Jerry Byrd plays Steel Guitar at a Hawaiian Convention
Jerry Byrd, Director Emeritus of HSGA
  • Use your steel guitar as an art form to convey feelings through playing. Forget what kind of steel, what kind of bar or picks — PLAY MUSIC!
  • The word talent is greatly overused. Without desire, talent is NOTHING.
  • You’ll never ever finish LEARNING steel guitar. It’s a solo instrument. Be an individual. Don’t let somebody else tell you what you should do.PLAY YOUR PERSONALITY.
  • Get the listener involved in what you’re doing. Lead them into the music. Make them anticipate your next note.
  • Steel guitar is a LAID BACK instrument.


George Piburn, builder of GeorgeBoards steel guitars, has recently taken charge of the “Jerry Byrd Archive,” a large collection of old photos and music that HSGA member Ray Montee accumulated as a devotee of Jerry’s career. George has graciously donated the materials to HSGA and this virtual museum is being hosted here on our website. Take a look!

More of Jerry Byrd’s Thoughts on Steel Guitar…

Has it ever occurred to you that we play the most “cluttered-up” musical instrument ever invented?? Well, we do by far! And why so? I have lived to bear witness to all of them, most of which were designed (?) to make playing a difficult instrument easier but actually doing just the opposite, and then finally giving it up altogether – or moving on to another instrument like electronic gadgets of all kinds.

Let’s look at one of those: Electronic Keyboards. It was now possible to electronically “bend” or “slur” notes (and here I’ll use a salesman’s “pitch”) to sound just exactly like a steel guitar. These came into being when? – 15 or 20 years ago? – and would now replace a whole orchestra: string section, rhythm section, everything and anything and would now throw hundreds of musicians “out of work.”

Since I was, and still am, teaching at Harry’s Music Store, I witnessed first-hand the birth (and death) of these “boons” to music. Half of the

floor space was taken up with electric keyboards purchased by a few young ‘kids’ who ordered every new model that came out (which was almost a monthly happening) only to very quickly become obsolete due to a newer, and much better model. During a conversation one day, one of these young geniuses said boastingly, “These will put steel guitar out of business because we can do it on keyboards same sound, same way” etc etc etc. I replied, “No, you can make it sound like you think a steel guitar sounds: which is gliss, gliss, gliss. If it can sound just like a steel, as you say, then tell it to play like Jerry Byrd.” End of conversation.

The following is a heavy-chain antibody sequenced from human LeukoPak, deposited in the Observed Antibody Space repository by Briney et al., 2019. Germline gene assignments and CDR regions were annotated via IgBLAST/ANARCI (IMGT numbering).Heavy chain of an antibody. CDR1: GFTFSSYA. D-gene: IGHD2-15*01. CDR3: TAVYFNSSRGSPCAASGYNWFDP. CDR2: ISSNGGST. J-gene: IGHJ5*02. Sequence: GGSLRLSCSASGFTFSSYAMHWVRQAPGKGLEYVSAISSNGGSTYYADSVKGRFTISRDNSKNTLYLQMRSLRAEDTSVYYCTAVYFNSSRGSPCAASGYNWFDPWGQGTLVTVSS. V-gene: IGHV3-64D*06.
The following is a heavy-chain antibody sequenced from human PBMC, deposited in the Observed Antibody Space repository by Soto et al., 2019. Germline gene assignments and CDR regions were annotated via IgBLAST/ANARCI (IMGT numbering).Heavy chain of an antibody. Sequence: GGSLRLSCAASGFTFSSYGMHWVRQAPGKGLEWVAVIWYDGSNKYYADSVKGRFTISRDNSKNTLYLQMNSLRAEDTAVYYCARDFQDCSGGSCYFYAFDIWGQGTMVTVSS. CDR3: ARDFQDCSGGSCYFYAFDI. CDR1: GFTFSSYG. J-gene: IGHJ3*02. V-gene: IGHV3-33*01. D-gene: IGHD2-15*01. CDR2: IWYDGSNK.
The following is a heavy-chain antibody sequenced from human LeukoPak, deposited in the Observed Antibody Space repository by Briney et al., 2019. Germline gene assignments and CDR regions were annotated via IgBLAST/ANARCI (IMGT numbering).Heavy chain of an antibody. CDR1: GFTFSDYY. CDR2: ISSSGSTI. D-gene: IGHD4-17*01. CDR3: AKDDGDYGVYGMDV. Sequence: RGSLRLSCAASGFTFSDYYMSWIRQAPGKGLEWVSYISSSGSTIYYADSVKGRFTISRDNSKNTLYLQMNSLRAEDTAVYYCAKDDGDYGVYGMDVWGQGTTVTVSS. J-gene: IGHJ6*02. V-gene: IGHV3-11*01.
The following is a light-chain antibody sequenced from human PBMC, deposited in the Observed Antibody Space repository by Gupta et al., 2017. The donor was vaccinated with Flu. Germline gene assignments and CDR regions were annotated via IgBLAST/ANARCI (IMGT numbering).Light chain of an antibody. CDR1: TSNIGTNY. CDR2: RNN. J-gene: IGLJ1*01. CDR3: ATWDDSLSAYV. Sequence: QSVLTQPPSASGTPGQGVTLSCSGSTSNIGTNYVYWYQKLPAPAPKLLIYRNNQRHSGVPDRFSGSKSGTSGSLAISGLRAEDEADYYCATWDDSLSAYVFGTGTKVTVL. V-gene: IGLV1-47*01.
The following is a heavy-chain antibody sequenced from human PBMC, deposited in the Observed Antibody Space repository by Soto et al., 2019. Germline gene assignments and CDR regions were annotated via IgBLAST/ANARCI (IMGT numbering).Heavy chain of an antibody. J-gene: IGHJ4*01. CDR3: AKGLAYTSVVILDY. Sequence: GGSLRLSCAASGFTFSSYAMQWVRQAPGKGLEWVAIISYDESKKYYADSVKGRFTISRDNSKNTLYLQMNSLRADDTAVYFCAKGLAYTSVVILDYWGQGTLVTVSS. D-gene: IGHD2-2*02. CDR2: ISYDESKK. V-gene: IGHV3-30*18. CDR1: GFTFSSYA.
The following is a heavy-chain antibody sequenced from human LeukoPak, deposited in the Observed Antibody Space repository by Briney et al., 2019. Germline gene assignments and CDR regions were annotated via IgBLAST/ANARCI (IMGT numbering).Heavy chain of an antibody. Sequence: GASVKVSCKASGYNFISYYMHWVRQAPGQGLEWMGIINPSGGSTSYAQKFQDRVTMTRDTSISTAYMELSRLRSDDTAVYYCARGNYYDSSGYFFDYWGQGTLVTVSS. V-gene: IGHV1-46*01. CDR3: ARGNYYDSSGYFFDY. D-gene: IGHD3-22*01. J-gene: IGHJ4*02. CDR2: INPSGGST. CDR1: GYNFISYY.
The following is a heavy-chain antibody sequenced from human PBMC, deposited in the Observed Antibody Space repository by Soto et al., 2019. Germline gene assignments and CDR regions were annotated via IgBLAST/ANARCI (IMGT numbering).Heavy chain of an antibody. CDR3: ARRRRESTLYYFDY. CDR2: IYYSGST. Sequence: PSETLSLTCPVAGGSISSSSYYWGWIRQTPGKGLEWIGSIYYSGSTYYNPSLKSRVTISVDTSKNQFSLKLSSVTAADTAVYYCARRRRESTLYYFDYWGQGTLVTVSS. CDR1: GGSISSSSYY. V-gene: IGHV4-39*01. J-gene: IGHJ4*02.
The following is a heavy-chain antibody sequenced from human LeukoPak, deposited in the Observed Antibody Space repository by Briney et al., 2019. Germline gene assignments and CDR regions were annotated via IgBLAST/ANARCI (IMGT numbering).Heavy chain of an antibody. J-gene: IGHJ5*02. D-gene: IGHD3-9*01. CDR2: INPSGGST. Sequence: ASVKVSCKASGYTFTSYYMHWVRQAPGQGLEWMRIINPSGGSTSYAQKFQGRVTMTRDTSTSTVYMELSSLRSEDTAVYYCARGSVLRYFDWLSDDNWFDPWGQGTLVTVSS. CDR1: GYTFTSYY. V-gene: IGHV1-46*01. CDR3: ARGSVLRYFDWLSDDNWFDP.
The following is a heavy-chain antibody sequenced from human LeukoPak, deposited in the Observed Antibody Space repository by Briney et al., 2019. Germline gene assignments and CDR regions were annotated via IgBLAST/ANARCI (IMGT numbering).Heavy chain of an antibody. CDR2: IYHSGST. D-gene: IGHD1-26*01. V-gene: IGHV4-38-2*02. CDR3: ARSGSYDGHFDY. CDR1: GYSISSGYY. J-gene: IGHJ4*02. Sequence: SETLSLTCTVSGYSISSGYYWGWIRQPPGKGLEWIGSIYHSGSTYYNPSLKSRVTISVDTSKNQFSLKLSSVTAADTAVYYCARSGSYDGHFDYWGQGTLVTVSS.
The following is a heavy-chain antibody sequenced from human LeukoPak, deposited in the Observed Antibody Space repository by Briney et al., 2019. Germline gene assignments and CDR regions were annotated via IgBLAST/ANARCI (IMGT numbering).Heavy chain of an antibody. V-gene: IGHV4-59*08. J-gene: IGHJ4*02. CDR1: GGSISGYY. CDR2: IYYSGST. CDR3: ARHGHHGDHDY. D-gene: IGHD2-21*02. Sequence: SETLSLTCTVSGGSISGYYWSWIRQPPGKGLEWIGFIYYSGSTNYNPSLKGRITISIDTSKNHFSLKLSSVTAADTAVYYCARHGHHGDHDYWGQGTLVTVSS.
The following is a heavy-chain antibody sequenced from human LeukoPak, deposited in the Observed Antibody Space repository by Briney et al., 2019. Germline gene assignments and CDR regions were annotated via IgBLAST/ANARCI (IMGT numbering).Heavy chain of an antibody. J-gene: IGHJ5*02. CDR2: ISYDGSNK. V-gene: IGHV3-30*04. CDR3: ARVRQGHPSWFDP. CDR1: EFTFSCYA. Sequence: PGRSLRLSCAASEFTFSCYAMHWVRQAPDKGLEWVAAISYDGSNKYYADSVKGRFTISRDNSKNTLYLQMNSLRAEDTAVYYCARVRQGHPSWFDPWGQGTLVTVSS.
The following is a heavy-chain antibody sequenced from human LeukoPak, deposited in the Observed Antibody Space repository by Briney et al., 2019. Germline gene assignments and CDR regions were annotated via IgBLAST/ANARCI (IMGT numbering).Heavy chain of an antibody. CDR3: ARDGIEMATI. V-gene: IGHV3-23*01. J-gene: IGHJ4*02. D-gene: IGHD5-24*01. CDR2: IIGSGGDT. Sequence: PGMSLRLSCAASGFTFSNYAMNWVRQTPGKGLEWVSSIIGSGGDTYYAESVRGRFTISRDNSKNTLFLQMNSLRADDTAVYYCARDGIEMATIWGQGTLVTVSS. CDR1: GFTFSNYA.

The “fad” lasted a few years as all fads do; the “salesmen” left and there sat dozens of keyboards and amplifiers of all sizes, which were later shipped to an auction house in California for a very small fraction of what they cost.

Slide Guitar. Here is another one! “New and Improved” by the use of better “slides” – that ugly tube of metal that’s placed over the fingers of the left hand that, I’m told, sounds “just like a steel guitar.” (Where have I heard that before?) And what they do, typically so, is “scoop” into every position – by at least two frets, usually more – like shooting arrows at something. It drives me nuts!!! Zip, Zip, Zip and about as subtle as a bulldozer!!! Often, people come up to me and ask about or refer to my “slide” guitar. I hastily, and emphatically tell them that I play steel guitar and add that it was not born in the “southern” U.S. – it was born right here on this island in Hawai`i.

Pedal Steel. I have never said that I dislike the use of pedals – I dislike what they do with them with only a very few exceptions. Regardless of how many gadgets they invent, it all comes down to this: “Excellency” does not come easily and is not dependent upon “tools” – or even whether you have two hands and ten fingers.